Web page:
Is There Life on Mars?
Edgar Mitchell walked on the moon in 1971 during the Apollo 14 mission. He is the guy who left a camera on the cratered surface that is looked to by spirited fools at the end of a long night. Also, he is an alarmingly practical lunatic.
It's the kind of story that movies are made of. A son of Texas who was active in Boy Scouts, he went to college and got a degree, went to the Navy and acquired a couple more rolled up pieces of paper, one of which made him a Doctor of Science. Somewhere during the academic years he became a frat boy, then in 1966 he was sectioned into NASA to become an astronaut, probably to test the effect that zero gravity has on taking beer-bongs while wearing upside down visors. Then he went to space, to the moon and promptly returned to rub it in the face of Tom Hanks, who failed his Apollo 13 attempt thanks to Kevin Bacon's incompetence.
Shortly thereafter he left NASA to found the Institute of Noetic Sciences in California, which takes a scientific approach to phenomena such as the work of Uri Geller, a performer who claims to bend spoons with the power of his mind, much like the creepy Buddhist-looking kid from the original "Matrix."
According to the Sunday Times London edition, after several conversations with military officials and other government higher-ups Mitchell was led to believe that the United States had been covering up alien activity for more than 50 years. So he went to the Pentagon, to get permission to see the sites and tell the world, specifically with regards to the 1947 alleged UFO crash in Roswell, New Mexico. In other words he, a man who has seen more of space than almost anyone on this rock, now believes that there is other life in the universe.
In addition, he believes that the government has been covering up contact with other life forms, who have obviously found a way to move at light, or warp, or Gillett speed, because how else could they have traveled such miraculous distances? However, Mitchell makes no claims about cliché alien existence such as there being green people on Mars or Furby's on the moon. In all actuality he is fairly realistic in his claims that they do exist, but a standard conspiracy theorist in thinking the government just covered it up.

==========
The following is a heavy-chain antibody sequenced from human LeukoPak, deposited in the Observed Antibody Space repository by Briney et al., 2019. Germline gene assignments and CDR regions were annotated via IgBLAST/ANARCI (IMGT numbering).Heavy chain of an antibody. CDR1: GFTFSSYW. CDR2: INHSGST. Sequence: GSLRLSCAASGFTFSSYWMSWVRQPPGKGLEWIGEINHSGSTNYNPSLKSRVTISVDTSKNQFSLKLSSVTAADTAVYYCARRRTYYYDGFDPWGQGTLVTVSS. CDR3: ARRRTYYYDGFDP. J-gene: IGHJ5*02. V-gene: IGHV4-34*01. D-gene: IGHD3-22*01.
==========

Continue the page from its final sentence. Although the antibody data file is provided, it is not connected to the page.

One thing that is certain is that he is not the stereotypical "true believer" in that he has a successful career, probably doesn't live in a 1980's Winnebago, and it is doubtful that he bottles his urine in a series of pickle jars that are color coordinated by intervals in recent abductions, and numbered by anal probes given thereof. In fact he brings an element of legitimacy to the subculture of paranormal enthusiasts, and he is learned enough on the topic to have worked on the television show for thirty-year-old adolescents, "the X-Files."
It's perfectly logical that there would be other life outside of Earth, and considering the amount of reality television digested by developed nations, it is even more logical that they would be more intelligent beings, or at least more developed themselves. But actual research into extra terrestrial life has been besmirched by childish allegations made by (or exploitations of) lonely individuals who want the attention that getting sucked into space by a beam of light and being violated sexually gets someone on a trashy, hour-long special on Fox that is only shown once between major viewing seasons.
However, his notion that the government is somehow covering up Roswell and other UFO phenomena is a tired and old one. Yes, the government probably would cover up an isolated incident, and maybe there is some clandestine specially trained unit that deals with flying saucers and maybe Will Smith is the leader of that group (he would have the most experience). Maybe aliens really did span the gap of the universe at incredible speeds with technology second only to the iPhone restaurant application, and for some reason the stretch of Earth they decided to go to was New Mexico, a place that only looks desirable because of its close proximity to West Texas.